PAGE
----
Figure 6. By-speaker differences between mean intelligibility scores on the two tasks for kick.

One final illustration of the inconsistency of the task effect can be seen in a comparison between c002 and c004, both of whom scored 44% on PNam and therefore fell into the lower half of the speaker cohort. For c002, there was an overall improvement on IntRep of 17 points, with increases of more than 25 points on three words (hit, food, look) and declines on none. In contrast, c004 had a net improvement of only 2 points, with an improvement of more than 25 points on only one word (foot), and a comparable decline on two words (kick, boot).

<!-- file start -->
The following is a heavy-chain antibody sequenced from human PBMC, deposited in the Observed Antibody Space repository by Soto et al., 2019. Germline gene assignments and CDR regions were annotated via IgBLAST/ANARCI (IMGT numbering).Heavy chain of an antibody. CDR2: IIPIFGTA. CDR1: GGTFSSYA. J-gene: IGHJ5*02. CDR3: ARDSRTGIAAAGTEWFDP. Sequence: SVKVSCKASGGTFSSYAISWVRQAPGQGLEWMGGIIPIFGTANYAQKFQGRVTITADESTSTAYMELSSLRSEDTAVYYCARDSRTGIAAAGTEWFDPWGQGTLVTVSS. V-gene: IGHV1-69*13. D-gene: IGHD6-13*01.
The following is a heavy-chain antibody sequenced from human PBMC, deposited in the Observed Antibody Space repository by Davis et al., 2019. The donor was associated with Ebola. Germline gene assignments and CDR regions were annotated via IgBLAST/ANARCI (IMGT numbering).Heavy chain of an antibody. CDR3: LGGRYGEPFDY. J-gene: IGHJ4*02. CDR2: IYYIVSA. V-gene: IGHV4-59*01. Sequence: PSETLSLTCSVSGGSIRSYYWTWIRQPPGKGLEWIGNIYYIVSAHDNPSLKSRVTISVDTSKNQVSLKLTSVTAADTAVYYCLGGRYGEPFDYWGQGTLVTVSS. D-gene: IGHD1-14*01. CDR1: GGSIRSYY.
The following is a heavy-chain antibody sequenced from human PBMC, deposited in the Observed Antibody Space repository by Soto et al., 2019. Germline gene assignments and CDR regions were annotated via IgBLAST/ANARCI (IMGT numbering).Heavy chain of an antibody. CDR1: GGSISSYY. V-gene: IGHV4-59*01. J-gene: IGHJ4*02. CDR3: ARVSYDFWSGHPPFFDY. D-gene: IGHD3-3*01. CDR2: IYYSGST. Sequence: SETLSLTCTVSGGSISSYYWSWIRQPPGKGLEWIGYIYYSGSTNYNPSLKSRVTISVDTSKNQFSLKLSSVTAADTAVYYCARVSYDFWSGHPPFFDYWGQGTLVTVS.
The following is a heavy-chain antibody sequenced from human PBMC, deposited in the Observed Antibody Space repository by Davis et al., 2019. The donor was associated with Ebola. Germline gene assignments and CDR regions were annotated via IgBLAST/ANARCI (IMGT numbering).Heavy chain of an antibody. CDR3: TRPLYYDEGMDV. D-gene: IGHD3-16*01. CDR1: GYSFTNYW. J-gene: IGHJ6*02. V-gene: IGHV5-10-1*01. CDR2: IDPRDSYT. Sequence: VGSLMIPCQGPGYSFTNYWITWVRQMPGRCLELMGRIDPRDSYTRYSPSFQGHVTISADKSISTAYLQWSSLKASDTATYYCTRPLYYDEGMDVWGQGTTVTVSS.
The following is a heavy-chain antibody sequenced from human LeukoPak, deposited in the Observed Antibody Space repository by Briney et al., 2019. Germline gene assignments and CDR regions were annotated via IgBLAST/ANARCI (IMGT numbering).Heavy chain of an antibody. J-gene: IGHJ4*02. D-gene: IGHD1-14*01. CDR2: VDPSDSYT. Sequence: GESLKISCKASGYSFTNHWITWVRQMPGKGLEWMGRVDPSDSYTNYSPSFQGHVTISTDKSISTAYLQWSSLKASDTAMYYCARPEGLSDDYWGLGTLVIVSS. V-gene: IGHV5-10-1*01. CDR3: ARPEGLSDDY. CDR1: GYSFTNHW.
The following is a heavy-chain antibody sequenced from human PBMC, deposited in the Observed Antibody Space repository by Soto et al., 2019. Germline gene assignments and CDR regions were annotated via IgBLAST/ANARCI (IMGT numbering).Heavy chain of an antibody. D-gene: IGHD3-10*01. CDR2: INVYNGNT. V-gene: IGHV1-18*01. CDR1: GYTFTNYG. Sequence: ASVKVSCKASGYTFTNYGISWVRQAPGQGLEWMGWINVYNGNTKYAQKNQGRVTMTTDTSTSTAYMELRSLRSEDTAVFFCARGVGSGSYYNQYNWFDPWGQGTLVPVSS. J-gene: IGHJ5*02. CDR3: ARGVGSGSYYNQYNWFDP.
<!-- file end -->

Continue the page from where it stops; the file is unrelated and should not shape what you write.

This study was designed to address two questions relevant to the production of English high vowels by Cantonese L2 speakers: (1) whether vowel intelligibility would differ on two elicitation tasks and (2) whether any observed task effect would be consistent across different production types and across different speakers. In general, the first question can be answered in the affirmative, which means intelligibility on the interrupted repetition task (IntRep) was higher by more than 10 percentage points than on picture naming (PNam). As for the second question, however, substantial evidence of several types of inconsistency was obtained. Consequently, the finding of an intelligibility benefit for IntRep must be interpreted with caution.

Why a Task Difference?